1 Tarleton State University (UNITED STATES)
2 Highland Park ISD (UNITED STATES)
3 Texas Christian University (UNITED STATES)
About this paper:
Appears in: ICERI2009 Proceedings
Publication year: 2009
Pages: 3073-3077
ISBN: 978-84-613-2953-3
ISSN: 2340-1095
Conference name: 2nd International Conference of Education, Research and Innovation
Dates: 16-18 November, 2009
Location: Madrid, Spain
The purpose of this paper is to address the accountability measures imposed on secondary and higher education. The paper addresses issues such as: (1) secondary high stakes testing and testing of advanced coursework for college preparation; (2) transitions from high school to college with dual credit classes; (3) restrictive degree plan options and limited hours in baccalaureate degrees; and (4) the preparation of educational leaders to address these issues.

Each issue is addressed through a discussion of implications-secondary and university curriculum implications, instructional implications, and research implications. This paper extends the ideas of accountability and quality movements in public and higher education to definitions of learning outcomes that are tied to accountability tests and curricular offerings. The paper discusses accountability as a deeply embedded process rather than a consequence. It suggests that ways of leading (bringing changes in teaching and learning), assessment (determining the level of skill and content mastery), and school and university leadership (organizing the curriculum to maximize teaching and learning) are the result of educational policies as well as intended learning outcomes. The paper focuses on learning in the context that teaching and learning can be considerably facilitated by paying attention to the curriculum at both the secondary and higher education levels. Over the past twenty years, many states have established an "accountability system." At the secondary level, these systems were impacted by national legislation called the No Child Left Behind Act (NCLB) aimed at improving student achievement. States have been given the freedom to develop their own response to the accountability process, so no two are exactly alike. Inherent in each system is the need to capture student data in areas such as: performance on state assessment; graduation/dropout rates, and SAT/ACT or advanced placement scores and numbers. At the university level, state governing bodies have been concerned with enrollment, tuition, hours to degree, degree production and graduation rates. In one state, Texas, students are limited in the number of hours for the baccalaureate degree and if students take "excess" hours, they are charged a much higher tuition rate.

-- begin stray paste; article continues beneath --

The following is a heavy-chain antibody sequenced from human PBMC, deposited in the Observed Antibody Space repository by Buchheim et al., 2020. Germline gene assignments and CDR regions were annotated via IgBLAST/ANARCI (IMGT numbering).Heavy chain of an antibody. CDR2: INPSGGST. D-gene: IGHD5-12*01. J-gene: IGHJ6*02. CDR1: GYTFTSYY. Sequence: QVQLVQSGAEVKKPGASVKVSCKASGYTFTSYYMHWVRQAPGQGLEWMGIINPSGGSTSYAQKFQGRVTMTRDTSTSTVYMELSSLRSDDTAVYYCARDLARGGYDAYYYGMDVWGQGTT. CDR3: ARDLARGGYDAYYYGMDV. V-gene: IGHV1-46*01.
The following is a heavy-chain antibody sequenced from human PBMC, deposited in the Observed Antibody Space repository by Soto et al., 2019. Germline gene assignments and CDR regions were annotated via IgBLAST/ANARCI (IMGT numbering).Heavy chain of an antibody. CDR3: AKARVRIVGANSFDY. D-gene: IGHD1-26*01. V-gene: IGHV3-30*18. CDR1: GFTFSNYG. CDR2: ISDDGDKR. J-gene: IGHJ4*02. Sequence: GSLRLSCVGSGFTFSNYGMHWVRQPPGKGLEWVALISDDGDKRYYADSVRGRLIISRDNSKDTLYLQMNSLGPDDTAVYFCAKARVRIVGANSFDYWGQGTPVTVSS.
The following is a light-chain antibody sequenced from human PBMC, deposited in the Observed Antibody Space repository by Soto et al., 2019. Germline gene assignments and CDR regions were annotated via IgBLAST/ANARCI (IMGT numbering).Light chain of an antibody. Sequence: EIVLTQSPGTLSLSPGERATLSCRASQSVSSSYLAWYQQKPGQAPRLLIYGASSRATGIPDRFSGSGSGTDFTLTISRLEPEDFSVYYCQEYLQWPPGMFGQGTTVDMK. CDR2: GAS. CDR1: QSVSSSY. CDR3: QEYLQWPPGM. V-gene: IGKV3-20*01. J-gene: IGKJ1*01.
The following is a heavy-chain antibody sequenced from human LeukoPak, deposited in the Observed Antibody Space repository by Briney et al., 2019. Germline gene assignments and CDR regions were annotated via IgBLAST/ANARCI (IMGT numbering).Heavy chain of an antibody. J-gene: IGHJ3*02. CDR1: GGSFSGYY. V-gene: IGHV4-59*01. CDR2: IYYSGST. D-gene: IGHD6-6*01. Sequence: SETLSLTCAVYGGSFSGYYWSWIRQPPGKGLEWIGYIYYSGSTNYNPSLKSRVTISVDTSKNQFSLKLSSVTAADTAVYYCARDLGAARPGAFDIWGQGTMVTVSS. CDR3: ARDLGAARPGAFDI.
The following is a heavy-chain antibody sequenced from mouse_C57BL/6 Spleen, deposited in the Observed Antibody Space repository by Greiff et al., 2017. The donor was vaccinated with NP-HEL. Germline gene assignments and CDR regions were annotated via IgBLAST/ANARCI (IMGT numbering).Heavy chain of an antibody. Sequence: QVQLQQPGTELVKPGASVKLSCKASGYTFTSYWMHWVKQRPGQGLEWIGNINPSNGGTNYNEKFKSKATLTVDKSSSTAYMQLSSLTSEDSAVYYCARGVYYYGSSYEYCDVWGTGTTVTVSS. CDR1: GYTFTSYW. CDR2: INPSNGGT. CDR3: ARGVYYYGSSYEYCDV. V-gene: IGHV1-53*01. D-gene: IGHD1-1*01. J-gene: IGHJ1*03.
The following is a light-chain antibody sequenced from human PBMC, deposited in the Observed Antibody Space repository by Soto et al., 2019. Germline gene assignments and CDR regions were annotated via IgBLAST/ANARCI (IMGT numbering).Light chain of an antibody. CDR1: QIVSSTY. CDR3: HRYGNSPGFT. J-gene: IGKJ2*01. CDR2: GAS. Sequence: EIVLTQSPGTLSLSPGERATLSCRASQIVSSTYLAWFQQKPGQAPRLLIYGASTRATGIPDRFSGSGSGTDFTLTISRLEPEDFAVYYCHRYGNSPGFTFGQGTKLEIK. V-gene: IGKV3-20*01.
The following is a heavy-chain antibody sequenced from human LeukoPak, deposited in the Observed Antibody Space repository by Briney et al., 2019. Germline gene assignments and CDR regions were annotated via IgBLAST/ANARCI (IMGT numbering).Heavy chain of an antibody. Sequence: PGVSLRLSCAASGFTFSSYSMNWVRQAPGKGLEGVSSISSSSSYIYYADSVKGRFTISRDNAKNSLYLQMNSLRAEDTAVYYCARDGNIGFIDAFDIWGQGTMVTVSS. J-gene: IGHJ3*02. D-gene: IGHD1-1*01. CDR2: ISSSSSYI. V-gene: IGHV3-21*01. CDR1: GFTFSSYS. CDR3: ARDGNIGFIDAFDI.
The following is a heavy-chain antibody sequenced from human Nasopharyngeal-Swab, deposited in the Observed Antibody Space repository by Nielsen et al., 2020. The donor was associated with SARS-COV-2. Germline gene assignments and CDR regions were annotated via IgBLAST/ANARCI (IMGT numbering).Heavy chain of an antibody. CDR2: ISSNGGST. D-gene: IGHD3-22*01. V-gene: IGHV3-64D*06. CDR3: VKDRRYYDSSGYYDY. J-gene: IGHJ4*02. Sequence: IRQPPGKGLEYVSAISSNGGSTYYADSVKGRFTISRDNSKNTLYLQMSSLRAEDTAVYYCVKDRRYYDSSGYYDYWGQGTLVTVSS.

Carey (2009) has noted that state accountability systems are ultimately put in place "to improve colleges and universities on behalf of students and the public at large. This we know because affordability is declining, graduation rates are stagnant, and the few indicators of college student learning we can find, such as the National Assessment of Adult Literacy, are so terrifying (most college graduates aren't proficient on a test of prose literacy) that we all but pretend they don't exist" (p. 1).

Most states have begun to gather useful information about teaching and learning not only in secondary schools but in higher education as well. According to Carey (2009), "While most states do not use the information they gather to create real incentives for institutional change, some do. If every state did nothing but adopt the best practices that already exist elsewhere, higher education accountability in America would be greatly improved" (p. 1). This paper describes the accountability practices in secondary education and higher education in Texas and the issues and implications associated with testing, curriculum, and teaching and learning.